A report finds several bugs in the new voting system in Cuyahoga County, Ohio. The report says that poll workers were poorly trained in monitoring the new touch-screen voting machines, and there were discrepancies between the new paper-ballot backups and the votes recorded by the machines.
In the first thorough study of a paper-backed system — often seen as an answer to concerns about touch-screen voting — the nonpartisan Election Science Intistute found that about 10 percent of the paper ballots sampled were uncountable. And in Ohio, that's a big problem: The paper ballot is the official ballot if there's a recount.
When Cuyahoga County voters went to the polls, they reviewed a paper ballot attached to their touch-screen machine before casting their vote electronically. That way, there were two records of the vote. But ESI, which was hired by the county to check the ballots, reported some disturbing results.
In at least one instance, thermal paper was fed into the machine backward. The result was that, despite the printer working properly, nothing appeared on the sheets. Elsewhere, paper jammed, creating areas in which votes were written over one another.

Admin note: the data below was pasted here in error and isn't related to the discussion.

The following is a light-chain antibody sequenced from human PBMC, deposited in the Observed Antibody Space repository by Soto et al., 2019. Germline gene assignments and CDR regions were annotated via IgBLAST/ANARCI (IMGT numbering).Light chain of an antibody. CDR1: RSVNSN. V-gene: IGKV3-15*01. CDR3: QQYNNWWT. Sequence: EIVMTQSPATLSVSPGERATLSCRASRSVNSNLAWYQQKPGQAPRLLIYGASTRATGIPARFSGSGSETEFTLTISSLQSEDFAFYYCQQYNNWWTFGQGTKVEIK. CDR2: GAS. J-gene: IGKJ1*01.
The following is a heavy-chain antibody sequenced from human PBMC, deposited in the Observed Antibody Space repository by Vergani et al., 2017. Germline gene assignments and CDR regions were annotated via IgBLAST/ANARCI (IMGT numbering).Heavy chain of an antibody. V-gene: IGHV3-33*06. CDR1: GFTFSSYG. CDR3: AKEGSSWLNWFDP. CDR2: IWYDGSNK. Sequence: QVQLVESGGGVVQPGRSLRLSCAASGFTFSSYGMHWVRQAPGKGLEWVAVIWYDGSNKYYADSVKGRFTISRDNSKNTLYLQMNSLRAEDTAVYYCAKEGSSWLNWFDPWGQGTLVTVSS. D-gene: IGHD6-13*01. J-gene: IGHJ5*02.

The machine manufacturer, Diebold Election Systems, has dismissed the ESI report as "severely flawed" and says the company stands by its equipment.
Michael Vu is Cuyahoga's election director. He admits the county has experienced some growing pains as it moves to more sophisticated technology. It plans to spend $700,000 on more training for poll workers.
But Vu thinks that, even with the glitches, the new machines are an improvement over previously used punchcards.
"If you lost the ballots, you lost it for good," Vu says. "There's no way of retrieving those votes. Here in this new environment, you have a backup and redundancy method."
And, he says, in the event of a recount, the county can always recreate the paper trail using the electronically stored results.
But Cleveland State University law professor Candace Hoke, who worked at one poll, says that process would defeat the purpose of having a paper ballot verified by the voter, and she's not sure it will hold up in court.
Hoke, like many other election officials across the country, are now waiting to see what happens in November.
About half of the states require their election machines to produce voter-verifed paper ballots.